Zimbabwean President Robert Mugabe jumped a moment before he was pushed. He realised that his impeachment was inevitable and imminent. Resignation was the less humiliating alternative to being fired by his own beloved Zanu-PF party. By PETER FABRICIUS.
Analysts said on Tuesday that the impeachment process launched by Zanu-PF was heading for a speedy conclusion. Earlier concerns that the party leadership might not muster the votes to impeach him quickly evaporated and Mugabe’s removal from office loomed, within days if not hours.
The first stage of impeachment, a simple majority vote of both houses of parliament, sitting together, to form a nine-person committee of MPs representing all parties to investigate impeachment, would be easy.
Debate on that resolution under section 97 of the constitution had started and MDC MP Priscilla Misihairabwi-Mushongwa was in the midst of her speech when the speaker, Jacob Mudenda, interrupted her to advise that he had received a letter from Mugabe.
“I Robert Gabriel Mugabe in terms of section 96 of the constitution of Zimbabwe hereby formally tender my resignation… with immediate effect,” Mudenda read, triggering cheers from MPs.
Former opposition senator David Coltart posted on his Facebook page, “This is a good day – but as we celebrate this evening I am reminded of all those who have sacrificed their lives to see the end of this tyrant. I am also reminded that we have removed a tyrant but not a tyranny.
“God bless Zimbabwe.”
Coltart had earlier explained how the impeachment of Mugabe could take just a matter of hours, though MPs had been advised to stretch it out at least until Thursday, “for the sake of constitutional decorum”.
If the joint sitting had passed the resolution calling for the nine-person committee to be formed, it could have convened immediately, though Coltart had expected it would probably only have met on Wednesday. It would probably have called on Mugabe to defend himself before it. He would almost certainly have declined, out of pride.
The committee would then very likely have proceeded rapidly to recommend impeachment under section 97 which states that the president may be removed from office for “a. serious misconduct; b. failure to obey, uphold or defend this constitution; c. wilful violation of this constitution; or d. inability to perform the functions of the office because of physical or mental incapacity.”
Derek Matyszak, a lawyer and Zimbabwe expert at the Institute for Security Studies, agreed that finding Mugabe culpable under any one of those clauses would have been “a doddle”.
This parliamentary committee would then have returned to the joint sitting of both houses where its recommendation to impeach Mugabe would have been debated and put to the vote.
This time a two-thirds majority would have been required to adopt it. Both Matyszak and Coltart said there had been earlier concerns that a two-thirds majority would not be attained, both because of opposition from some die-hard supporters of Mugabe and his wife Grace and because it was not initially clear that the main opposition party, MDC-T – led by Morgan Tsvangirai – would support it.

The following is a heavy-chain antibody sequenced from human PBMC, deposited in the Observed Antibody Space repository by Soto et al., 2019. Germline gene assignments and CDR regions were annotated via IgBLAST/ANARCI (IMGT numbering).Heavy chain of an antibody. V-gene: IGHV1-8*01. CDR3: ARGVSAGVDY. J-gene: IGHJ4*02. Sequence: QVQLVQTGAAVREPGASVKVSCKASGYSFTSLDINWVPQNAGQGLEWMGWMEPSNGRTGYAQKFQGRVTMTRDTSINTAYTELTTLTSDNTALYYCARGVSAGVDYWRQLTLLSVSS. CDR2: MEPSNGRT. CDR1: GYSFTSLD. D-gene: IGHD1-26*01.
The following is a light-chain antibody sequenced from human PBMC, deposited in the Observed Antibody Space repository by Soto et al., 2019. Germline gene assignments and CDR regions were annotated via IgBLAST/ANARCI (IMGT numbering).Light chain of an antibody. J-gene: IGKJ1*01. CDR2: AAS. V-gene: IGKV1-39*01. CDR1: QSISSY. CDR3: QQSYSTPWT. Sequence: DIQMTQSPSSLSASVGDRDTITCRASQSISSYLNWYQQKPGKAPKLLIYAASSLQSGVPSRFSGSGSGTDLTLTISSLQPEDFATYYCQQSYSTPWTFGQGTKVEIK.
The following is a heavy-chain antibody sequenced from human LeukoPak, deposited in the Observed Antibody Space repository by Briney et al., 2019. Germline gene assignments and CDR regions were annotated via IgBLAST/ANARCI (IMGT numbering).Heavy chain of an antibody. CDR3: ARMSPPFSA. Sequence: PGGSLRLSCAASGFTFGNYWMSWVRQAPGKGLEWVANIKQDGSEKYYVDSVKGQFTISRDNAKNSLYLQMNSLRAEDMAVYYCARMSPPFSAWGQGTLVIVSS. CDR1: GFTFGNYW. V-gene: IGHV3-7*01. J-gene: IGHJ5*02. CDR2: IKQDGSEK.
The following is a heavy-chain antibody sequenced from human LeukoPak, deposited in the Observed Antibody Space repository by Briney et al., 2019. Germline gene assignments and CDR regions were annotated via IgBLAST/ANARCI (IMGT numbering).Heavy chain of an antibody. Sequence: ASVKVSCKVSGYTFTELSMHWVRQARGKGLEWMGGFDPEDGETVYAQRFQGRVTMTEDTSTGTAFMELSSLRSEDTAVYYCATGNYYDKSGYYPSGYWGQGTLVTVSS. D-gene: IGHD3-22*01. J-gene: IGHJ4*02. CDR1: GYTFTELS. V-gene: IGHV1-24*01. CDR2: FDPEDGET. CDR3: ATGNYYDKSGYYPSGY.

There was some debate in MDC-T about withholding support for the impeachment resolution in order to leverage some concessions, such as the party being part of a transitional government of national unity to govern the country until elections.
Matyszak said one proposal on the table was for such a government to govern for three years, postponing the elections which are due about July 2018.
But in the end these concerns evaporated and it became clear, to Mugabe and everyone else, that the impeachment decision would be carried.
Once that had happened, Mugabe would have been out of office immediately. So he chose instead to resign before he was fired.
His resignation seemed to have pre-empted a visit by President Jacob Zuma and Angolan President João Lourenço who were due to land in Harare on Wednesday “to assess the situation”.
They had been instructed to undertake the mission by a summit of the troika of the security organ of the Southern African Development Community (SADC) which was held in Luanda on Tuesday.
But Clayson Monyela, spokesperson of the Department of International Relations and Co-operation, said on Tuesday night it was his understanding that the visit would still go ahead, despite Mugabe’s resignation, as the summit had taken a decision to that effect. DM
Photo: A person holds a placard ‘Mugabe Go Go’ as people celebrate after hearing the news that President Robert Mugabe resigned in Harare, Zimbabwe, 21 November 2017. Photo: EPA-EFE/AARON UFUMELI
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